Monday, March 26, 2012

Assembling Endings

Every narrative, every story has a beginning, middle and end. Through the author's artistic vision for the piece the reader experiences scripted emotions, perceptions and thoughts as the writer intends but there limitations.

A recent story that has brought into question series endings as well as artistic vision has been the whole Bioware/Mass Effect 3 ending that has managed to go from an industry specific topic to national news and even spurred Forbes to begin analyzing the industry. This is really interesting because it is an argument of artistic expression versus respect for the property for fans.

More on artistic vision next time but for right now we'll focus on the concept of the ending.

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The entertainment industry is no stranger to 'bad endings' in movies, tv and writing. Every person can recall a multitude of narratives that failed due to the writer's choice in crafting the ending.

Examining the concept as a whole there are many stories that can succumb to 'bad endings' but are these part of artistic vision or are these elements subject to change? Regardless of whether it's artistic license or something that is open for debate, there are certain elements that need to be considered.

When an author chooses to convey their vision to others they need to consider the threads of each piece and how they flow.

Each element that is introduced in a narrative be it a character, a detail or an event these become elements, threads, of the story that continue forward throughout the piece. The viewer has a unique perception of the story and while the writer can attempt to foresee what those perceptions will be, it is important to note that the audience may focus on elements that may be insignificant to the writer.

Ex. If the writer introduces an engraved handgun that was given to the main character by a brother in the first couple of chapters, the readers will expect it to come into the story as some point before the close. This may be a detail to the author to create a sense of heritage but to the audience it is unconsciously an element that will play a role. This may come as another detail, it may come as the use of the weapon but there will be an aspect of this 'thread' that will return with implications.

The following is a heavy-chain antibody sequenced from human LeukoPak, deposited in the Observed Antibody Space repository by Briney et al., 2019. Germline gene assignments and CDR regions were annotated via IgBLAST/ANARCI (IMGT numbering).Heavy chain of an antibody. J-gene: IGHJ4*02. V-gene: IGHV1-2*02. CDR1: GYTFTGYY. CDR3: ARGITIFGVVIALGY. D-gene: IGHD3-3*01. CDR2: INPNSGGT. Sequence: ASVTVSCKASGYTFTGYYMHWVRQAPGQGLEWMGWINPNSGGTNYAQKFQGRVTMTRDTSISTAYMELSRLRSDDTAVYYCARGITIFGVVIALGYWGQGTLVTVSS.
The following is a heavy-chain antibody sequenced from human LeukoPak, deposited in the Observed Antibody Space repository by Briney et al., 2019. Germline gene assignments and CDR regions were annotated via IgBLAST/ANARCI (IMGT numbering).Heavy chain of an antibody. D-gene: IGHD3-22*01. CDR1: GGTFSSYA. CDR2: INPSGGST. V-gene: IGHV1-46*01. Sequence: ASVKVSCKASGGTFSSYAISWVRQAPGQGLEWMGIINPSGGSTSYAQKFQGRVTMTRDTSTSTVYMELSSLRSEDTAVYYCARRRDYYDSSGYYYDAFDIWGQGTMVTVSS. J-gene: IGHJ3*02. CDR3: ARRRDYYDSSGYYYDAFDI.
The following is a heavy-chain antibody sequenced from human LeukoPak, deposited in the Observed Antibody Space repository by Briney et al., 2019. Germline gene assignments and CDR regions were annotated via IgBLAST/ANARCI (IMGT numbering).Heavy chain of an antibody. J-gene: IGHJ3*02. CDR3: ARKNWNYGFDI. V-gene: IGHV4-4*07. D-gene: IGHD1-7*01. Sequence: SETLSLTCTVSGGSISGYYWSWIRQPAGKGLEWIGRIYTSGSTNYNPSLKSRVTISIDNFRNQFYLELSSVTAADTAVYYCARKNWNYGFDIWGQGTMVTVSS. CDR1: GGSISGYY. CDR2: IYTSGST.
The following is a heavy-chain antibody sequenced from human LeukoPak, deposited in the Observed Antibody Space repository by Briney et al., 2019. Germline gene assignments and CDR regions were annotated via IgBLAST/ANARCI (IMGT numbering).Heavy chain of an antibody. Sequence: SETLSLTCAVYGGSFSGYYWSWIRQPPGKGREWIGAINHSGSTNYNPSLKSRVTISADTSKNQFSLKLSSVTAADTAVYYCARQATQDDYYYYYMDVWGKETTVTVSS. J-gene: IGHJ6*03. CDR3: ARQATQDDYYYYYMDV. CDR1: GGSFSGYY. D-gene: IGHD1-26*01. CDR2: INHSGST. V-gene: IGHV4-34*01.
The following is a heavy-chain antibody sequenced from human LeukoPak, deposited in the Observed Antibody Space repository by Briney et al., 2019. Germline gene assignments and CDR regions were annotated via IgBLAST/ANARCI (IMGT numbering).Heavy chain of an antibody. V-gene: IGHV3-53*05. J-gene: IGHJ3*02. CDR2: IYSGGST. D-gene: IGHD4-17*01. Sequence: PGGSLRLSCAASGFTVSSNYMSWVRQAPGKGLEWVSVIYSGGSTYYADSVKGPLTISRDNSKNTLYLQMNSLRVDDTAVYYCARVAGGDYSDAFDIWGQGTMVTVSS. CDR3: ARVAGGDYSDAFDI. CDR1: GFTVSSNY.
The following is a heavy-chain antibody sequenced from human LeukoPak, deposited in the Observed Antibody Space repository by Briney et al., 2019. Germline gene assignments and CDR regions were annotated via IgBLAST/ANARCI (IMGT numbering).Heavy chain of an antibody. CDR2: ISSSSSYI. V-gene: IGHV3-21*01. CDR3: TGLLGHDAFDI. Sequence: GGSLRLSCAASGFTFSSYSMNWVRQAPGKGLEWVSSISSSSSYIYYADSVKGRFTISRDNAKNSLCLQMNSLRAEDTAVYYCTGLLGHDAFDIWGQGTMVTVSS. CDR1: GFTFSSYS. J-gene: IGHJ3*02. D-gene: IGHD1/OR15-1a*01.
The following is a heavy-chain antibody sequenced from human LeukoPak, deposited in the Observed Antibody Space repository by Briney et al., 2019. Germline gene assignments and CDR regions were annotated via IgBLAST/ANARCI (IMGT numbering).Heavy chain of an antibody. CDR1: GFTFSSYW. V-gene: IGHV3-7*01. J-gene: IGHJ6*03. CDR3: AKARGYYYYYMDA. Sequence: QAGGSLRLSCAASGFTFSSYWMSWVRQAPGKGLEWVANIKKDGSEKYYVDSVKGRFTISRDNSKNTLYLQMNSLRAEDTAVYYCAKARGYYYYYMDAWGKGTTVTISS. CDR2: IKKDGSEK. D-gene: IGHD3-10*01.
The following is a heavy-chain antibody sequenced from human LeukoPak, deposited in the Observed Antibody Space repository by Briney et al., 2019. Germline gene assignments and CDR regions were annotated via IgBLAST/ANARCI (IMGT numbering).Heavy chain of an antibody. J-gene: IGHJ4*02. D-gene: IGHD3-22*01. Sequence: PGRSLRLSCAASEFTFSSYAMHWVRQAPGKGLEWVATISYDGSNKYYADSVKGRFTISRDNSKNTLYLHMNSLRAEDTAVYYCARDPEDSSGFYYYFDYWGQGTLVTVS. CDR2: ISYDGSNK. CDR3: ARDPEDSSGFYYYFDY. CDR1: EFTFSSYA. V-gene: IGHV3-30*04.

Most 'bad endings' are not a result of leaving too many threads loose but frequently the result of Deus Ex Machina or breaking off the threads rather than tying them off.

Deus Ex Machina literally means - "God Out of the Machine." In short this means where the writer creates a perfect solution to the problems that arise in the story. This perfect solution is generally an unexpected abrupt event, character, ability or object that appears out of nowhere.

In some instances Deus Ex does have it's place for writers but for the audience these instances still feel contrived and cheap.

Breaking off threads usually incorporates Deus Ex for the threads or simply creating ways of eliminating the threads without a sense of closure. A number of series rely on this method when the writer wishes to make radical changes to a series. The writer desires to change the car the main character drives? The writer creates a radical scenario where the old car is eliminated and a new one needs to replaces it.

While this may be an applicable means to make changes in a story or series the primary key to using it effectively is in the pacing. If the threads are broken too quickly it will will appear out of place and once more it will cheapen the experience from the audience's perspective.

The final option for a writer to assemble the ending of a piece is for the writer to actually leave some of the threads untied. This is a common practice for writers to leave openings for sequels or other story opportunities.

This approach is used the most frequently to great effect providing the appropriate threads are tied in the conclusion.

Crafting a narrative is a delicate balancing act. The beginning is constructed in such a fashion to hook an audience and introduce all of the threads but the conclusion is the final moments of the piece. The last thoughts the audience will have of the work and the parting impression that will stay with them. If the conclusion doesn't strike the right chords, tie off the right loose ends in an appropriate fashion, the audience will perceive the entire work with that connotation just like the Mass Effect series.
 

3 comments:

DonnaGalanti said...

P.W. Great post and I took James Scott Bell's conf. recently on Novel Structure and he talked about this very thing - Deus Ex Machina. It is a balancing act to find that perfect solution and all the parts of our novel can contribute to it - all those threads have to create the full coverage at the end or else it all unravels. Why writers have so much angst I suppose!

Julie Musil said...

Oy, I just had to completely rewrite the final 30 pages of my wip. BUT...the bright side is that I think I created a much better ending. Who knows, we'll see after it's been through the revision meat grinder. Great post!

PW Creighton said...

Donna, that's so very true and we've all seen stories where it's an amazing ride but it falls apart in the end because of those missing threads or Deus Ex.

Julie, I feel your pain, as I'm certain every author does. Even the ending to Nightfall was redesigned to have better impact while remaining true to the original concept. As they say, "The first sentence sells the book, the last sentence sells the next."

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